I am aware that science can be complex even to people who are elites but this can be simplified to the simplest terms, there is need for farmers to know about the difference between hybrids, open pollinated crop varieties and GMO crops. This requires a concerted effort and that is where the Federation can come in.
Farmer Mugoya Awali Ogonzaki expressed concerns over the future of Uganda’s agriculture, if its government refuses to allow access to improved seeds. He’s also troubled by what appears to be a failure by Uganda’s leadership to trust its own research arm (NARO). Said Ogonzaki:
If other countries are advancing through technology innovation in the food value chain, why not Uganda? What I know is that scientists are prescribing to us that our soils are getting depleted and we need plant varieties which can grow on such soils.
Confusion and funding
Opposition to GMOs in Uganda involves various local groups with strong ties and funding from European and US groups.
Among the leading opponents inside the nation is ActionAid Uganda, which is responsible for a series of radio advertisements claiming that eating GMOs will cause cancer. The organization’s 2016 annual report offers details on a project contract worth millions of dollars. Funds were collected from a range of organization, including the World Bank, European Commission, UN Women, UN Habitat, UN Human Rights, the Netherlands Embassy, DANIDA, Ford Foundation and the Berkeley Trust. The money was meant for humanitarian purposes. ActionAid also receives support from its international offices in the EU, UK, Netherlands and the US. The organization’s relationship with ActionAid UK has created some controversy surrounding how its money is being spent, with the UK unit saying it does not financially support opposition to the biotech law:
ActionAid UK is concerned about reports in the press relating to our involvement in a debate in Uganda about the health effects of genetically modified organisms (GMOs). It is not ActionAid’s policy to take a position on the health impacts of GMOs because health related research is highly contested and we do not have the necessary expertise to make informed decisions.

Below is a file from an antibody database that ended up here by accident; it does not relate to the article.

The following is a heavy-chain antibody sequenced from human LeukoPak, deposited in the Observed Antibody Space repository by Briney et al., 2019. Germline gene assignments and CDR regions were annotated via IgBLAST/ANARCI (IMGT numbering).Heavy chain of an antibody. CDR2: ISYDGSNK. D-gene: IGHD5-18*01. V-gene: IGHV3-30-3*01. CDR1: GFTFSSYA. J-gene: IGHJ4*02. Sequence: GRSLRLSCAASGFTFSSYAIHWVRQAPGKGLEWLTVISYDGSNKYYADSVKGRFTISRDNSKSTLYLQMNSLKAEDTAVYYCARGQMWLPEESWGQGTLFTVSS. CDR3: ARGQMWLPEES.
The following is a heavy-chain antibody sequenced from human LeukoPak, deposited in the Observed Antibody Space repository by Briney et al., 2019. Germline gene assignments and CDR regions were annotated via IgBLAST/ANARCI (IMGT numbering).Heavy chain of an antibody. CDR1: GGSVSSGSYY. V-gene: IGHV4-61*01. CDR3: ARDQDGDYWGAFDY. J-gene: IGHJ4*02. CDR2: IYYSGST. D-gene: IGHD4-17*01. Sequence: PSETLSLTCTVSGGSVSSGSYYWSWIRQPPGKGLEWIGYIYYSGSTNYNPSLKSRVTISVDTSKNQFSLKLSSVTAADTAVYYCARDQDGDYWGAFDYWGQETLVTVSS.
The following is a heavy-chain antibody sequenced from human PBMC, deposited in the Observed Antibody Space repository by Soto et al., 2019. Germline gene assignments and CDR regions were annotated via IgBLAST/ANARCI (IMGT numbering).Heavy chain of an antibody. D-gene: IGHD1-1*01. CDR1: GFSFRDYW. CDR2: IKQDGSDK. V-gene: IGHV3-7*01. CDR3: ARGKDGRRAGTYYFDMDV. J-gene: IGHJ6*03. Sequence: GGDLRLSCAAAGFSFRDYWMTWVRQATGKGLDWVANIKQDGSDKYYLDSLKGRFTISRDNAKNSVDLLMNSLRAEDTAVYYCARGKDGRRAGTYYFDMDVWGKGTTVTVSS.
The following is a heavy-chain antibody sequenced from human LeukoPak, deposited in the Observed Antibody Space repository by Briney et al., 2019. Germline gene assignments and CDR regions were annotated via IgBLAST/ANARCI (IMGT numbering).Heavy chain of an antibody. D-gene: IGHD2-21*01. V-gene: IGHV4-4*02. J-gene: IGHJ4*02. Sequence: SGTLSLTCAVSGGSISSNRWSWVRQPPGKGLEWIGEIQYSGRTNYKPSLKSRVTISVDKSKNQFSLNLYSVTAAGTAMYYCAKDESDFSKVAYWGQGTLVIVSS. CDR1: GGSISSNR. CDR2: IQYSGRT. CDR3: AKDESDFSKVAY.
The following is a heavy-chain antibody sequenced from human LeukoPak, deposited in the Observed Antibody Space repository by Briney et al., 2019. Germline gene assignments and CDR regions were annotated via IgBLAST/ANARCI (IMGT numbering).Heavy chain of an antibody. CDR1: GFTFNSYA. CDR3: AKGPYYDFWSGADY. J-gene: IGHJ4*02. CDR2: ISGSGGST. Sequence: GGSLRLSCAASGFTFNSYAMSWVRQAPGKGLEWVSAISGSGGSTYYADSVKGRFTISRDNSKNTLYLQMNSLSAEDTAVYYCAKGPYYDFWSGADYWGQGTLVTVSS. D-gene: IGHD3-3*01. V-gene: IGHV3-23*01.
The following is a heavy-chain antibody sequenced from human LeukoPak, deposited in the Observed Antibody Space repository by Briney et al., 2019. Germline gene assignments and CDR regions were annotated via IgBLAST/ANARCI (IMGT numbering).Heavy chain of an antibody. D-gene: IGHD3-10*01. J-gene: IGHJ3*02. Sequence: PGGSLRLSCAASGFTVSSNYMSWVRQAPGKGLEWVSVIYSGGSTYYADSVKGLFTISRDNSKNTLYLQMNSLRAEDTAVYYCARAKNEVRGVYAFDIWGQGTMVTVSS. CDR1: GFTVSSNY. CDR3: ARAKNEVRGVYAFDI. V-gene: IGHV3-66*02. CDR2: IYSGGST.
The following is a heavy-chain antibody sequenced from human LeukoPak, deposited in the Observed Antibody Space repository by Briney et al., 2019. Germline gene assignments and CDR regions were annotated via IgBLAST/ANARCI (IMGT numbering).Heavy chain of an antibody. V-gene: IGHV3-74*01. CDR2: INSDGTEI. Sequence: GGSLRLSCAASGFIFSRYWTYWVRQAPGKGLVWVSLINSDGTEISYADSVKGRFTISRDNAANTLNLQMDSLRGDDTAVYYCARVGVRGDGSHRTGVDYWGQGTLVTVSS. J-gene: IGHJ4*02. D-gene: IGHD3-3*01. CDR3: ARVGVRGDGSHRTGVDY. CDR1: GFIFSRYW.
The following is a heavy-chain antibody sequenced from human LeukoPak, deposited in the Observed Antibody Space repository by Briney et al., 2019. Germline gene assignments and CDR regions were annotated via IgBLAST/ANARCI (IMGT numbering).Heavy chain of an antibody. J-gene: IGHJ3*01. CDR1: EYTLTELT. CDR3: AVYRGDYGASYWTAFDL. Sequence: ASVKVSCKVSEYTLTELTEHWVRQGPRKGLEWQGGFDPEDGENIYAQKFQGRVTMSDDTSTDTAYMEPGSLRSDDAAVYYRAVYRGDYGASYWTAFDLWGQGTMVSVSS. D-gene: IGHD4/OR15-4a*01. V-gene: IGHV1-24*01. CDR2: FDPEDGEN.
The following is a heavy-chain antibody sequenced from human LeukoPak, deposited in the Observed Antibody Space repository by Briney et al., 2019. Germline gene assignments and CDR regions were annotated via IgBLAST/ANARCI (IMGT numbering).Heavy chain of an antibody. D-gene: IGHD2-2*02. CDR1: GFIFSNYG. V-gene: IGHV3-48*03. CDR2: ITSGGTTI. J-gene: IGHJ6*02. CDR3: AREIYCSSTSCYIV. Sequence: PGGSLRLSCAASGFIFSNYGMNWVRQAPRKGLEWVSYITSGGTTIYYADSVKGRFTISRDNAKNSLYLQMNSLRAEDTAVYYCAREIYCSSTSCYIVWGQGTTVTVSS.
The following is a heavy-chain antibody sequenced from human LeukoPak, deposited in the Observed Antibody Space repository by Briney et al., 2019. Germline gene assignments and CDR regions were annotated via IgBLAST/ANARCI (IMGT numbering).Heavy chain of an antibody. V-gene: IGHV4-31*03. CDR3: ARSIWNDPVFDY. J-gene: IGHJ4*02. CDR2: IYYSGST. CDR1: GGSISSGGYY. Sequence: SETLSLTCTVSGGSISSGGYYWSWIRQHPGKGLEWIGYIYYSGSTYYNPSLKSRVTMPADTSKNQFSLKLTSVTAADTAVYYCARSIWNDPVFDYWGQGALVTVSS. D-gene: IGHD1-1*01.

Other Ugandan organizations include the Participatory Ecological Land Use Management (PELUM) that receives donor directed grants from the US. Contributions from the Tides Foundation for various anti-GMO activities and the New Venture Fund initiative known as the AgroEcology Fund has provided multiple grants to support seed sovereignty and anti-GMO agroecology programs.
Pellum Uganda’s 2016 report indicated more than 80 percent of their budget came from European donors such as Bread for the World, Swedish Society for Nature Conservation and Oxfam.
Advocates Coalition for Development and Environment (ACODE Uganda) is also known for opposing GMOs in the country.
ACODE receives funding from a range of sources, including Global Greengrants Fund, Democratic Governance Facility Uganda, American World Jewish Service CARE, Ford Foundation, William and Flora Hewlett Foundation, International Institute for Environment and Development, and the MacArthur Foundation.
CARITAS Uganda also has opposed passage of the biosafety law unless it includes strict liabilities. Its supporters include other CARITAS arms in Norway, Italy, Australia, Japan, Netherlands and Denmark.
The EU and US funded Alliance for Food Sovereignty in Africa (AFSA), based in South Africa, maintains a Uganda presence in opposing GMO’s in Uganda.
Friends of the Earth via their European offices funds and supports National Association of Professional Environmentalists Uganda which opposes GMOs. This is indicated in their 2015 annual report.
Lominda Afedraru is a freelance science journalist in Uganda who specializes in agriculture, health, environment, climate change and marine science. Follow her on the Daily Monitor web site www.monitor.co.ug, Facebook or Twitter @lominda25